Springtime in Montana means sloppy trail runs, fast melting snow from the yards and finally bursts of greenery with trees, grasses and brush letting us know a full-blown season change is upon us. For me, it also means fishing while I can before the rivers are blown out, and tweaking gear in preparation for spring turkey and bear season.
With the usual work of shooting the bow with more regularity, cleaning out the backpack of the fall season’s detritus, one thing I love to do is unfold a few topo maps, and see where I have been, and where I want to go. Maps for me have always been a fascinating thing, and I love being able to pinpoint where I may have put down a camp, or taken a deer, perhaps found an active wallow or bear den. The ability to trace your finger along a contour line, or a ridge of a high mountain pass in a two dimensional way and then conjure up the memories of actually being there is always a small wonder to me. Tucked up on a shelf in the garage, I have a large box of maps, ranging from old worn BLM maps from the 1970’s to hand-drawn maps on plain sheets of paper, one of Mt. Everest, the Columbia Icefields in Canada where two friends and I climbed as well as quadrant maps of local ranges with tick marks, X’s and red circles, all code for camp spots, trails, wallows and drinkable water sources from hunts gone by. I add to them, I update them, I buy a map here and there of areas I may never set foot on, but like knowing if I do, I will find my way.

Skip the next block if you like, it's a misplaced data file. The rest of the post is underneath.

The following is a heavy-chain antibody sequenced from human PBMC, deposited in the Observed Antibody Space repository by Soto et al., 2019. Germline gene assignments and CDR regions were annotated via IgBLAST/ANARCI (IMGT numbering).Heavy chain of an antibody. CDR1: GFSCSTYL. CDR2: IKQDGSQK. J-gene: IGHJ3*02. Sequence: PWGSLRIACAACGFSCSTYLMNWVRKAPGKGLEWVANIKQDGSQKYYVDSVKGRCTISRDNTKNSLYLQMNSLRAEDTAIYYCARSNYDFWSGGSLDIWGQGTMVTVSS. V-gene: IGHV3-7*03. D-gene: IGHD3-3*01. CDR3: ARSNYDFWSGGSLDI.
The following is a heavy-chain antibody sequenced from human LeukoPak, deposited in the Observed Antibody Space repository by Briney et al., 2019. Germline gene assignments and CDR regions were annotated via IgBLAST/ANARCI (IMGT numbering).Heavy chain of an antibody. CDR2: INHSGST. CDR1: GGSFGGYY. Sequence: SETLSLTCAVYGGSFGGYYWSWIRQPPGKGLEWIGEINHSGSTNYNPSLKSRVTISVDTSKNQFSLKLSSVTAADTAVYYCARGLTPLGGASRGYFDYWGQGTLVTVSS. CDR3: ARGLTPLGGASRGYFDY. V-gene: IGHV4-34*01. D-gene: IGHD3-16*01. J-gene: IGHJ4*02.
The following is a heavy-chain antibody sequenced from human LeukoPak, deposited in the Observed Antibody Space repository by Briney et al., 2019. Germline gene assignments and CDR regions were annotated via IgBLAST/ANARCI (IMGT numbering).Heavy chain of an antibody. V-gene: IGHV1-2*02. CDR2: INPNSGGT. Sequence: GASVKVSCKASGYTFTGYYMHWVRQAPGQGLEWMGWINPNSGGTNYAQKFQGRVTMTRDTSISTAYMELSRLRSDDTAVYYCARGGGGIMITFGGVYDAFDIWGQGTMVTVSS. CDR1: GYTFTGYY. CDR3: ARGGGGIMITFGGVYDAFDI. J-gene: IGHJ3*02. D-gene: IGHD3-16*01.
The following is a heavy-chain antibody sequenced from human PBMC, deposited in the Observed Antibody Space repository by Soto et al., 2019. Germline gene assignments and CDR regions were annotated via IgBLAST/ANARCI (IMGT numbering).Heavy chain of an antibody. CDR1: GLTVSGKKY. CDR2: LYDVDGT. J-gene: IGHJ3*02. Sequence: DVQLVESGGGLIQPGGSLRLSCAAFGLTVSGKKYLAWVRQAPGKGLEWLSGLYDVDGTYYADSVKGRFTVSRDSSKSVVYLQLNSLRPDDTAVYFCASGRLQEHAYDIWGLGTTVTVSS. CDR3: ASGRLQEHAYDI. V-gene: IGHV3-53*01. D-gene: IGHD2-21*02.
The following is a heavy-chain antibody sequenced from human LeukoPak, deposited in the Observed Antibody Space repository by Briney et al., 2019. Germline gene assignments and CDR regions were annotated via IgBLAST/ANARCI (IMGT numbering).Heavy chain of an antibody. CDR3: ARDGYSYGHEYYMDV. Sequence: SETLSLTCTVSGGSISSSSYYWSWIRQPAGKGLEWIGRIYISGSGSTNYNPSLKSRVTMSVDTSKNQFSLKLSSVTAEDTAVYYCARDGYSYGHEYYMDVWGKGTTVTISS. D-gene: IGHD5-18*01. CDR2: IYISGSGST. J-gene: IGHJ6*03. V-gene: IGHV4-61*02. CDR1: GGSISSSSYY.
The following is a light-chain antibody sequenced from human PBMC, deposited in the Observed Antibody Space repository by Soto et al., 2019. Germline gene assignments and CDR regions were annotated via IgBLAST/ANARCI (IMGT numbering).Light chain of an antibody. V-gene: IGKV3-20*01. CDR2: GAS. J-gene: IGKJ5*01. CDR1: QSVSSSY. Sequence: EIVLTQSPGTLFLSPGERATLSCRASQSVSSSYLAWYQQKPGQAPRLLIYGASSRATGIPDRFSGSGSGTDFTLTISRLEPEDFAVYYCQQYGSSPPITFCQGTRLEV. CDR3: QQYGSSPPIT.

My smartphone has countless maps and even an overlay of Google Earth should I need it, and my GPS is loaded up with enough data to get me from one end of the state to the other, but no matter what gizmo I have, and I have a few that work really well, I always have a map tucked into my pack of the area I will be, just in case, because it never fails to show me where I am or want to go.